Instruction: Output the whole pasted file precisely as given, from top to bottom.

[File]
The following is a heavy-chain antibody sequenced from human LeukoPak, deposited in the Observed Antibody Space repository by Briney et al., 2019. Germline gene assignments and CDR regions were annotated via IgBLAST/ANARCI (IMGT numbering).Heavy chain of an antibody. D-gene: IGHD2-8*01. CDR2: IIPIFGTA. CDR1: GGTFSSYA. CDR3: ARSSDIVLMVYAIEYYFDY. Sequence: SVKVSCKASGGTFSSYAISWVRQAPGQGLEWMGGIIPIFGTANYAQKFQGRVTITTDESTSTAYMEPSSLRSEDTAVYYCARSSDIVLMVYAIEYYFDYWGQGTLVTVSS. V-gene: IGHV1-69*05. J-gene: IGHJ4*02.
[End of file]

The following is a heavy-chain antibody sequenced from human LeukoPak, deposited in the Observed Antibody Space repository by Briney et al., 2019. Germline gene assignments and CDR regions were annotated via IgBLAST/ANARCI (IMGT numbering).Heavy chain of an antibody. D-gene: IGHD2-8*01. CDR2: IIPIFGTA. CDR1: GGTFSSYA. CDR3: ARSSDIVLMVYAIEYYFDY. Sequence: SVKVSCKASGGTFSSYAISWVRQAPGQGLEWMGGIIPIFGTANYAQKFQGRVTITTDESTSTAYMEPSSLRSEDTAVYYCARSSDIVLMVYAIEYYFDYWGQGTLVTVSS. V-gene: IGHV1-69*05. J-gene: IGHJ4*02.